The hybrid future of conflict
Two events over the past week — an attempted drone assassination and a partially engineered migrant crisis — show the changing nature of conflicts.
Why it matters: Outright wars between states remain extremely rare, but new technologies and strategies are enabling countries and groups to wage conflict by other, hybrid means.
Driving the news: On Sunday, Iraqi Prime Minister Mustafa al-Kadhimi survived an assassination attempt after armed drones targeted his residence in Baghdad.
- Reuters, citing Iraqi security officials, later reported the attack was carried out by at least one Iran-backed militia, though likely without the sanction of the Iranian government.
- In Poland, hundreds of migrants tried to storm the border from Belarus in what a Polish security official said was a campaign engineered by the Belarusian government as a "hybrid attack" against Poland.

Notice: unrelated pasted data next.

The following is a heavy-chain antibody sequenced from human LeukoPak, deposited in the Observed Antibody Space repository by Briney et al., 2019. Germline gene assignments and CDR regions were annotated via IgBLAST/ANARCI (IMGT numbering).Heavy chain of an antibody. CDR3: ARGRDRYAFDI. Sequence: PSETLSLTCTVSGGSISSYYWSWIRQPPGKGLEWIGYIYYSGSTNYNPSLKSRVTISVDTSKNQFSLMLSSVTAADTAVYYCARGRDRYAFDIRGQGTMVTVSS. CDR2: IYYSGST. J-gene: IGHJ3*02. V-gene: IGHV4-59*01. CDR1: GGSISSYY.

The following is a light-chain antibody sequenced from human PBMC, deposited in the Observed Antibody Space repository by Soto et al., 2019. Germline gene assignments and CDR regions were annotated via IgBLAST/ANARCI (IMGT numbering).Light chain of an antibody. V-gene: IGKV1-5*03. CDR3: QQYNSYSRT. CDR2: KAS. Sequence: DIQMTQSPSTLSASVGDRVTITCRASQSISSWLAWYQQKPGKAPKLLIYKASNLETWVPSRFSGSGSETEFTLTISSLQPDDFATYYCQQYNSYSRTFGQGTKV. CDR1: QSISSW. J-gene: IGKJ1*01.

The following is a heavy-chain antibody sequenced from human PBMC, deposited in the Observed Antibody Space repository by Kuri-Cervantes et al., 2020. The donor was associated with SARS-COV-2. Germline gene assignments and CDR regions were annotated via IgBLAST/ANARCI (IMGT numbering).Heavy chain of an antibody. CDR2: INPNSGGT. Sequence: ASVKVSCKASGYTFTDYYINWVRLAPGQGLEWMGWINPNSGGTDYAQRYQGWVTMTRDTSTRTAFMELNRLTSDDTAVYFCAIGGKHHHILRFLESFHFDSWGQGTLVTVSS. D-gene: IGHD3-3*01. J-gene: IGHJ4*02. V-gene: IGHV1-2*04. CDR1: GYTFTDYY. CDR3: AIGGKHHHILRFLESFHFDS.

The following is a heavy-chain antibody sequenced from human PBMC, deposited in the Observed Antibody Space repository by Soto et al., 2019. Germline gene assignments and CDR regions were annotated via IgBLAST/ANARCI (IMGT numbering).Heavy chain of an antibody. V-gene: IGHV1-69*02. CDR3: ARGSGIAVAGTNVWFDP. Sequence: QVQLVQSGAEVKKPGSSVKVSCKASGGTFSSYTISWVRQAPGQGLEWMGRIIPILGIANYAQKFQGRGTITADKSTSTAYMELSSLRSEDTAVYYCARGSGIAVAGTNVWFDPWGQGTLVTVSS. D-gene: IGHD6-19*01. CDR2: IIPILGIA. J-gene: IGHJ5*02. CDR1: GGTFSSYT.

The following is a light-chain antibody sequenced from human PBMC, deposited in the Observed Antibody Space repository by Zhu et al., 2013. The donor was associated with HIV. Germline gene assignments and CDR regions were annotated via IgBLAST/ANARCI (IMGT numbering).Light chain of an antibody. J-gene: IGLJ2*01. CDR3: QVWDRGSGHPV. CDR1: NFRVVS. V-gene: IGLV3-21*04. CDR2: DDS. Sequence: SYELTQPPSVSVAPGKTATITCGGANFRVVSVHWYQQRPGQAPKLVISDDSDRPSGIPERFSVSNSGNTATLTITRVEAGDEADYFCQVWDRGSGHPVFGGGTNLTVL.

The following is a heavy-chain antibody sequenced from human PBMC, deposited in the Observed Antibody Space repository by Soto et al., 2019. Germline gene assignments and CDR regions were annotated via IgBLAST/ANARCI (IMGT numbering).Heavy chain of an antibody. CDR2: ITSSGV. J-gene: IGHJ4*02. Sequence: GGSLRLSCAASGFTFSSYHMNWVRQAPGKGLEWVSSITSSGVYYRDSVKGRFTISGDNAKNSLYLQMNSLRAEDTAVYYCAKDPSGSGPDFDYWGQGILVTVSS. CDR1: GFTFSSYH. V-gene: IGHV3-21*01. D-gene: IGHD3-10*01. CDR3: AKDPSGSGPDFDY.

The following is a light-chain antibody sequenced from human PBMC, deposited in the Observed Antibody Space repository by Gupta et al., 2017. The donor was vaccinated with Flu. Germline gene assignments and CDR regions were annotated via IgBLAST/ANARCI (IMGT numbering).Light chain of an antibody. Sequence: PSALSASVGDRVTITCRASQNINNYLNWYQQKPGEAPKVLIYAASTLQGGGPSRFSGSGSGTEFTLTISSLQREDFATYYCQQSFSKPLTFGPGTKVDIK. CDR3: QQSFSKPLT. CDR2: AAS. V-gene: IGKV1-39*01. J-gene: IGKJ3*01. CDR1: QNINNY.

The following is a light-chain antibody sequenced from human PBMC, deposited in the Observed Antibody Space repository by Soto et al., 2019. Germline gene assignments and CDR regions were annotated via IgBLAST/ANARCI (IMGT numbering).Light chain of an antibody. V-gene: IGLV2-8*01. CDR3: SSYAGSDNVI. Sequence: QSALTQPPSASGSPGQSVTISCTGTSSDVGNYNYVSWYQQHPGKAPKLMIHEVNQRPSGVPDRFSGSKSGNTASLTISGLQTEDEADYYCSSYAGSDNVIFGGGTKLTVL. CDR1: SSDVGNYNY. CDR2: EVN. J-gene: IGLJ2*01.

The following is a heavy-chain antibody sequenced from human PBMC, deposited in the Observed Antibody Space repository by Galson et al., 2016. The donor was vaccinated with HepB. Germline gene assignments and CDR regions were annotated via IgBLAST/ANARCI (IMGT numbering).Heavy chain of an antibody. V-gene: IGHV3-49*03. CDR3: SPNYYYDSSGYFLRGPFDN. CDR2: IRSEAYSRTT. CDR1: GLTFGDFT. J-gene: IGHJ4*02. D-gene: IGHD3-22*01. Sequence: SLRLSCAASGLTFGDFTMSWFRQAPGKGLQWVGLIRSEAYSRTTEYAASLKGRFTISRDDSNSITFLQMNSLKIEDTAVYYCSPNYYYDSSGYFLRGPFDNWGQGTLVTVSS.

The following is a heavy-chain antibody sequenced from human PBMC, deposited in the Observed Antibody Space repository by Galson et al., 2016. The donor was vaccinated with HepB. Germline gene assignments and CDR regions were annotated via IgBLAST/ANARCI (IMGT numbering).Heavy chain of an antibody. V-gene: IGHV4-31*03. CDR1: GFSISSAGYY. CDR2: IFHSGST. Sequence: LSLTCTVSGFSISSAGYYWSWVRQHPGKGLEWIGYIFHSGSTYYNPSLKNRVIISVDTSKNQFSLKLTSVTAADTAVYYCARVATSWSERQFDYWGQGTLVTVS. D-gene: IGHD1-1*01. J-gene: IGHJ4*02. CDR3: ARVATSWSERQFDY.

The big picture: Both events demonstrate the new tools available to wage asymmetric, often deniable conflicts without the use of a single soldier.
- The U.S. began the global war on terror with a near monopoly over armed drones, but today more than 100 militaries have some level of armed or unarmed drone capability as the technology has become cheaper and more widespread.
- Drones — which put no soldiers at risk and often bear no identification — are particularly worrying as weapons of targeted assassination, especially as they become more autonomous.
- German spokesperson Steffen Seibert has said Belarus — which has come under sanctions from Poland and other EU members — "instrumentalizes refugees and migrants" in an effort to destabilize the EU.
Of note: Belarus insists the migrants are merely exercising their rights as refugees, though it's worth noting that hybrid war — a blend of conventional and political warfare — is specifically meant to operate in a gray zone of plausible deniability.
The bottom line: In the future, the fog of war will only get denser.